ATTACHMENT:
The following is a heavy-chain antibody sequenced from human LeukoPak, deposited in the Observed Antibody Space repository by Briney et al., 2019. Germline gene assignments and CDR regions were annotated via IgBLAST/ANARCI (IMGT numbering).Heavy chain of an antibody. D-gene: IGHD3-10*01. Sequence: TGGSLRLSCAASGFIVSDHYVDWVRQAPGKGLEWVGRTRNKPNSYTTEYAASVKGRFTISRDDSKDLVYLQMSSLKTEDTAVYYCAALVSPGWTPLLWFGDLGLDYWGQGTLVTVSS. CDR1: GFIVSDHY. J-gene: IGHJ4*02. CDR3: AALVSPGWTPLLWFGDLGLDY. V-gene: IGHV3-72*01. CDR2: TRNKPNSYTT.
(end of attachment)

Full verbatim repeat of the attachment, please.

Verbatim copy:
The following is a heavy-chain antibody sequenced from human LeukoPak, deposited in the Observed Antibody Space repository by Briney et al., 2019. Germline gene assignments and CDR regions were annotated via IgBLAST/ANARCI (IMGT numbering).Heavy chain of an antibody. D-gene: IGHD3-10*01. Sequence: TGGSLRLSCAASGFIVSDHYVDWVRQAPGKGLEWVGRTRNKPNSYTTEYAASVKGRFTISRDDSKDLVYLQMSSLKTEDTAVYYCAALVSPGWTPLLWFGDLGLDYWGQGTLVTVSS. CDR1: GFIVSDHY. J-gene: IGHJ4*02. CDR3: AALVSPGWTPLLWFGDLGLDY. V-gene: IGHV3-72*01. CDR2: TRNKPNSYTT.